Image copyright © by Marcus Trahan

What’s Cooking?


This is a food movie, like several others we’ve seen and liked, that centers around family and cooking. Usually it’s one particular culture that is explored in these things; this time it is wildly multi-cultural. I have to quote Roger Ebert here about the director, Gurinder Chadha: ” … an Indian woman of Punjabi ancestry and Kenyan roots, who grew up in London and is now married to Paul Mayeda Berges, a half-Japanese American. Doesn’t it make you want to grin?” Yes, it does. Chadha made Bend It Like Beckham and the Bollywood extravaganza Bride and Prejudice, so she seemed to be committed to feel-good movies. That’s okay, we like feel-good movies, if they’re honest and don’t try to cheat tears out of you.

It’s also a Thanksgiving movie, a small genre that includes the wonderful Pieces of April and … I can’t think of any others at the moment. Maybe Lee will. (Home For the Holidays, Hannah and Her Sisters, The Ice Storm, and Planes, Trains, and Automobiles. I miss John Candy.)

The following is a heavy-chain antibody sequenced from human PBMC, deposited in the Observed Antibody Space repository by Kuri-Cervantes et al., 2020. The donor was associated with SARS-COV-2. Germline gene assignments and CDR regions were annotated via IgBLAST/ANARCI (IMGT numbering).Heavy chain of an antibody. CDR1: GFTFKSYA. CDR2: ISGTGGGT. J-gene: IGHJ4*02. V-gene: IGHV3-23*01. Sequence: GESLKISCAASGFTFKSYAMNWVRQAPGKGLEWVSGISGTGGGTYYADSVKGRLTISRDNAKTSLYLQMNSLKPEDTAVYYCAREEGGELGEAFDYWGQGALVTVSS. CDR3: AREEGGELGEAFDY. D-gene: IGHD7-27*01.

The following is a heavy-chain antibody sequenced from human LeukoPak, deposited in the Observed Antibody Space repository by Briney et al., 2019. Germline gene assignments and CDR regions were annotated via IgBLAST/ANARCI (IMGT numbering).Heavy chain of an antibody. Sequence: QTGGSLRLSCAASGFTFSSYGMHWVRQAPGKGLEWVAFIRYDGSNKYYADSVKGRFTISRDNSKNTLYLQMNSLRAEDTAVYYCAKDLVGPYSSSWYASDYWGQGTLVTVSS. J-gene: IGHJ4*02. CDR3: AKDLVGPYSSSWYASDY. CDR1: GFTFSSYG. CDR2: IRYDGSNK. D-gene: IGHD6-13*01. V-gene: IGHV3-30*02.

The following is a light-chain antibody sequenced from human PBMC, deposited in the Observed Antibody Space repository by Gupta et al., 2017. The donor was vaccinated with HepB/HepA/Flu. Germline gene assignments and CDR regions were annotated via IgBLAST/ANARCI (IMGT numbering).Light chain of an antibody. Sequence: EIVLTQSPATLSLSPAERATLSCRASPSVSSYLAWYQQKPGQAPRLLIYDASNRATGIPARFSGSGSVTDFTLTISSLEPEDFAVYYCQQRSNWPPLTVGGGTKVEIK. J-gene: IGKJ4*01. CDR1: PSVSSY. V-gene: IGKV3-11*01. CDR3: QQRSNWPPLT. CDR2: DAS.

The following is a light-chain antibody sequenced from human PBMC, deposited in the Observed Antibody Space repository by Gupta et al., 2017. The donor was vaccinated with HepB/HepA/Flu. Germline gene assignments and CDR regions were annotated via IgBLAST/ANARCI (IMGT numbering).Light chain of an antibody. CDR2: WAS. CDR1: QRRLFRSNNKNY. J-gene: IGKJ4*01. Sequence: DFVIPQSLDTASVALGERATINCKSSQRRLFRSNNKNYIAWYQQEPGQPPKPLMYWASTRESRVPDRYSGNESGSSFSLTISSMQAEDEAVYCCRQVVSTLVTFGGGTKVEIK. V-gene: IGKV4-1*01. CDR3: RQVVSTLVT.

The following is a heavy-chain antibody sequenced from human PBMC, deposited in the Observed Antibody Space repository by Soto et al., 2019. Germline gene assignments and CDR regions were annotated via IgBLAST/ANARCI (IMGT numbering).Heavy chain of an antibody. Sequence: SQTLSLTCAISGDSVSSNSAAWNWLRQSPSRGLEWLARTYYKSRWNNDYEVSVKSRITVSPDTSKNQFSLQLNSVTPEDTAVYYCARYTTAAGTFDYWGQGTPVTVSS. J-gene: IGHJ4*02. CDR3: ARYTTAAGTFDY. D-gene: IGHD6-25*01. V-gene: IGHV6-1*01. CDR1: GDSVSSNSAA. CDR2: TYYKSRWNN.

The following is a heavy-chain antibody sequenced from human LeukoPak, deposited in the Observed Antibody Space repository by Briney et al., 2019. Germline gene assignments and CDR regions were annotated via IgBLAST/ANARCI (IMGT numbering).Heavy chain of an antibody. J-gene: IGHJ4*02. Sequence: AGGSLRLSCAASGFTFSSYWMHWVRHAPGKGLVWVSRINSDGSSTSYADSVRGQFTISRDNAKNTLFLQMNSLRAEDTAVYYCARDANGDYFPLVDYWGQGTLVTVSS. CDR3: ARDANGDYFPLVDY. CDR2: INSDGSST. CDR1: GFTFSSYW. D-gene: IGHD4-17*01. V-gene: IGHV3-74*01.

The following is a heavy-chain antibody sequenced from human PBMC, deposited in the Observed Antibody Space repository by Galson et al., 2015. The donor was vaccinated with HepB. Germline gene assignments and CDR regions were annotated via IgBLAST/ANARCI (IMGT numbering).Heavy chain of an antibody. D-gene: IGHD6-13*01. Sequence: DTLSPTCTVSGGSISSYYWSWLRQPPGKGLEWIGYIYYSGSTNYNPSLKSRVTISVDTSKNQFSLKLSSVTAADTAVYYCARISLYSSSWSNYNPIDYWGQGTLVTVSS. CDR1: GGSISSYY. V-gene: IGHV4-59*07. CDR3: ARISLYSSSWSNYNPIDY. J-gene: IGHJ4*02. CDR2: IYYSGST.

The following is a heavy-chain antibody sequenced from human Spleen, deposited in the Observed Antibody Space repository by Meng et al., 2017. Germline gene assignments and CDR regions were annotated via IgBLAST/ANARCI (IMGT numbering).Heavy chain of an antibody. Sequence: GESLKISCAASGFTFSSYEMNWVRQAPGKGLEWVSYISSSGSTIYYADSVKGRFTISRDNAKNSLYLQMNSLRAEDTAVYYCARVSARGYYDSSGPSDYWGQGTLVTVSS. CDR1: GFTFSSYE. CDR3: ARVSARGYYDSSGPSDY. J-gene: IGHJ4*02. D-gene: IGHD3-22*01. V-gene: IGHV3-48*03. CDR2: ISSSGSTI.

And it’s very much an L.A. movie. In the last year we’ve come to know the city pretty well, the vast flat warm ethnic stew in the smog and, like Randy Newman, we love it. So how bad could it be?

Not bad at all. There are no real surprises, but a nice little revelation at the end which I won’t spoil for you. Premise is as simple as can be: Four families gathering for Thanksgiving, very different and very much the same. Old Americans, new Americans, brown and yellow black and white, as we used to sing in Sunday school (only I think for brown we sang red). Hispanic, Vietnamese, African-American, and Jewish. We see the stories being set up. Jewish daughter is a lesbian and has brought her girlfriend with her. Alfre Woodard has caught her husband cheating and is disrespected in her own kitchen by grandma. Vietnamese house is divided by old customs and new ways. (Laugh out loud moment: half their turkey is plain, American style, and half is basted in spicy chili, with no demilitarized zone between North and South.) Latino family has split but hubby wants to come back. Wife (a very good part for Mercedes Ruehl, who is half-Cuban) doesn’t want him, kids are divided. All standard bits, all worked out more or less happily after much tension, and it all works because of good writing and very good acting by all involved.

Along the way we see the preparations at all four households, accompanied by some really nice, really appropriate music. It all looks so good I’m getting a taste for cranberry sauce … but I have to say that if I could be invited to only one of these feasts, brown or yellow, black or white, I’d go with the brown. I don’t think I’d even need any turkey with all the delicious tamales and such served on the side.